Matthew McKay was sleeping at his grandparents’ home in August of 2018. Although he was running around and having fun like a typical 5 year old, his grandmother noticed a few things that seemed a little off – he didn’t have much of an appetite, was extremely thirsty, and was urinating frequently.
Matthew’s parents, Jennifer and John, had been noticing these symptoms as well, and so his grandmother decided to check his blood sugar with a meter she had at home. The reading was 388 – almost four times the normal level. Thinking it may just be a fluke, the family decided to check again later that day.
That afternoon when they tested again, the reading was even higher at 580. Jennifer immediately took Matthew to the hospital, knowing exactly what these readings meant. At the hospital they confirmed her suspicion. Matt had type 1 diabetes (T1D), a disease in which the body stops producing insulin (a hormone essential to turning food into energy). It’s an autoimmune disease that strikes children and adults suddenly, and has nothing to do with diet or lifestyle. T1D cannot be prevented, and at present, there is no cure.
Jennifer was familiar with T1D, as her brother, Bo, was diagnosed with the disease at 12 years old. That meant Jennifer knew what to expect as far as managing the chronic condition, but that didn’t change the devastation of learning her son would now have to live with the daily finger pricks, insulin injections, and the constant balancing act of efforts to keep high and low blood sugars under control.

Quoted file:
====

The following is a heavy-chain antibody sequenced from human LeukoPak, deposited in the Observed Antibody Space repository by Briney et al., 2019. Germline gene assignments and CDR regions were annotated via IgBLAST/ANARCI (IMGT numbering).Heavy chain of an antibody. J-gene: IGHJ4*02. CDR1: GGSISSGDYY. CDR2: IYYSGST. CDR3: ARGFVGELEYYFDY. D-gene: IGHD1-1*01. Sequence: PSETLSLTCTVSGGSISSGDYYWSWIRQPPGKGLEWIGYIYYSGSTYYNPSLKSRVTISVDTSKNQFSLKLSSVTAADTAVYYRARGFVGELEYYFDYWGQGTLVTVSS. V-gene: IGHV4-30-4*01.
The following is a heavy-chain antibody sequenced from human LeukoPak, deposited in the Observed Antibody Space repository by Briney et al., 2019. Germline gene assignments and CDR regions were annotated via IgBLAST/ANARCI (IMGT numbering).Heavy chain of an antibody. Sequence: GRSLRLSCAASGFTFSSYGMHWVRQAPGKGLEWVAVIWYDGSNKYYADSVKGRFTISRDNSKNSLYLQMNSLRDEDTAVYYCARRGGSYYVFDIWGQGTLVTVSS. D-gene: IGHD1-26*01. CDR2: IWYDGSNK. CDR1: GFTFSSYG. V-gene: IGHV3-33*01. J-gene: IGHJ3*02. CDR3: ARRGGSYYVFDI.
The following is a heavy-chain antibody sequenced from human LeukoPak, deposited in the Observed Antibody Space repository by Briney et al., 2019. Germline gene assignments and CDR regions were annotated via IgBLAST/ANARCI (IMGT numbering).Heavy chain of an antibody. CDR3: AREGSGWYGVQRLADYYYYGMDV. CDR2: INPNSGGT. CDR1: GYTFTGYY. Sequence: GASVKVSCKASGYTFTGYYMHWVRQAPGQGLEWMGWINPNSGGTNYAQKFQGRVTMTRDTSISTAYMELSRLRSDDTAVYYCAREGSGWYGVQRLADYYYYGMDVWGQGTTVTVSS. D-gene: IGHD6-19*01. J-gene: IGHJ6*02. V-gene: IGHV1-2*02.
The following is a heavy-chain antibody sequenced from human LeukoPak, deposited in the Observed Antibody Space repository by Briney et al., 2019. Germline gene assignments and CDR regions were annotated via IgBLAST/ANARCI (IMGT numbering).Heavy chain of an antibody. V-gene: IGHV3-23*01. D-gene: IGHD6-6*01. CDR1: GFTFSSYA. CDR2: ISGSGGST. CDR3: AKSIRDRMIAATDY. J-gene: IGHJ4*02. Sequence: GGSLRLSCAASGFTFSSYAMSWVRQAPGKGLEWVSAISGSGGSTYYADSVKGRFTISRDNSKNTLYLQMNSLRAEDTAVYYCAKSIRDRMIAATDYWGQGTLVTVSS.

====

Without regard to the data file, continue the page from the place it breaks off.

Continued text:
As a family, they had to adjust to their “new normal”.
T1D management has come a long way in recent years. Matthew wears a continuous glucose monitor (CGM) that reads his blood sugar levels every five minutes, and then sends those readings to Jennifer’s phone. She can keep an eye on his levels throughout the day, even while Matthew is at school.
The CGM will also alert her to any dangerous highs or lows so they can be treated, which is especially helpful during the overnight hours. Technology like the CGM is available in part due to funding from JDRF, the leading global organization funding type 1 diabetes research.
JDRF-funded research is making life easier and safer for those living with T1D, like Matthew and his Uncle Bo. It’s difficult for Jennifer to hear her child say that he doesn’t want to be a diabetic anymore, and wishing she could take it away from him.
On Saturday, Sept. 28, the McKay family plans to participate in the JDRF One Walk in Nashville. Walk Day is also an especially fun time for Matthew, as he gets to meet other kids his age living with T1D.
To support Matthew’s walk team, go to walk.jdrf.org, search for Matthew McKay, and click Donate.